I love cricket. So the following post is about Cricket but also has a lot to do with leadership.
This week there was an interesting cricket event in Australia. Late on the first day of the 5th test David Bairstow was sent in to bat with only a few balls remaining. This decision seemed unusual given the general practice of a team to send in a “Nightwatchman” late on a day of cricket.
This practice in four-five day cricket encourages a less talented batsman to occupy the crease while the more The Nightwatchman’s job is simple: survive as long as possible to prevent one of the more talented batsman from coming in to bat late on a day when all that can really happen is score a few runs at best or get out. Even if the Nightwatchman is removed on the very first ball he/she faces they will have soaked up between 5-10 minutes simply by the change of batsman taking. Towards the end of days cricket this can often be enough to end the day and have the “real” batsman come back fresh on the next day.
So Bairstow comes in to bat and everyone is surprised. He’s decide to bat by himself.
In this case he knew what would happen if . Against the failing light of the late day and fearsome pace of Mitchell Starc even a good batsman would struggle. The chance of being hit on the body is quite likely given previous games. He took the responsibility for his team – he took ownership for being a batsman.
Bairstow got out. End of the day – stumps were called.
Bairstow’s team knows what he did. The Media thinks Bairstow made a mistake.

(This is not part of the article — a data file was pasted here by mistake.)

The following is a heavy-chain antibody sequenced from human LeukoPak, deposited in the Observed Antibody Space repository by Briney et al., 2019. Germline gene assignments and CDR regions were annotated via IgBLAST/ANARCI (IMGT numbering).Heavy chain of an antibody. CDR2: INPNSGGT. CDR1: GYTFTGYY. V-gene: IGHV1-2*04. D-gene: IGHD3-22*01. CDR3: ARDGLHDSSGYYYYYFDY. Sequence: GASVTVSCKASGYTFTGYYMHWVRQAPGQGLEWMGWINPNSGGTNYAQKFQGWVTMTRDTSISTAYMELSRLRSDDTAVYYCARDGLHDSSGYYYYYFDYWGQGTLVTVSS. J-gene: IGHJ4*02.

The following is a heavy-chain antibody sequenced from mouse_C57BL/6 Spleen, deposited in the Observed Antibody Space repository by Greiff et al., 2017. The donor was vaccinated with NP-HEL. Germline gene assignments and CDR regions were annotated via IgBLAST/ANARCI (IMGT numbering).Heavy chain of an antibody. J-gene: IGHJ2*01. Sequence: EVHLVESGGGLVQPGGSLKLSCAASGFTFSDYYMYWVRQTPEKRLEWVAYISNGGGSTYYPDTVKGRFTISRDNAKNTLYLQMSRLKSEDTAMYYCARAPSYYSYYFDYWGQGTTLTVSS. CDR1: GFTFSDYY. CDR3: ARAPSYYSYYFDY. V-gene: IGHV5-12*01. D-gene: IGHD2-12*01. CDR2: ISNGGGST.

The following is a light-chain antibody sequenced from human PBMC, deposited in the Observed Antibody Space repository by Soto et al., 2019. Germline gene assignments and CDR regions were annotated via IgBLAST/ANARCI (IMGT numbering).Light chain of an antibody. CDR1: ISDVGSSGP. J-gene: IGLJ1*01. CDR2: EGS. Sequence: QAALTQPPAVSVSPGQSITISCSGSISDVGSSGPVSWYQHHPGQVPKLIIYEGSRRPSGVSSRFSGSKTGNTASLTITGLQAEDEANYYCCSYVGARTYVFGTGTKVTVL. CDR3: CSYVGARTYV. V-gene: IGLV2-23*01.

The ashes were over!!!
Bairstow’s team knows what he did, what he will do again.
If you haven’t seen it yet – please please watch “Blade Runner”. It’s my favourite film if all time.
My favourite quote:
“I’ve seen things you people wouldn’t believe. Attack ships on fire off the shoulder of Orion. I watched C-beams glitter in the dark near the Tannhäuser Gate. All those moments will be lost in time, like tears in rain. Time to die.”
So i have a little Irish blood thanks to my dad and I have been to Ireland a few times and one of my favourite cities in the world would have to be: Galway.
Doesn’t really get very much publicity but it’s an utterly outstanding city in Ireland:
I, I will be king
And you, you will be queen
Though nothing will drive them away
We can beat them, just for one day
We can be Heroes, just for one day
Even Eric Lippert (C# guru) was touched by the loss of the great man:
Memories of 1984 come back to me – hearing Bowie for the first time and coding some crazy text adventures on my C-64 – sheltering in my glorious little room with just me, my computer and David Bowie. The wild world was outside.
If you haven’t listened Bowie it’s never too late.
Good bye sir, thanks for everything.
Scott Hanselman provides a great post on why developers should blog
I would have thought more australian hits – must be my very non-australian accent (NOT!!!!!)
Ok sure this off topic but there a few of my all time classics including no1 of course: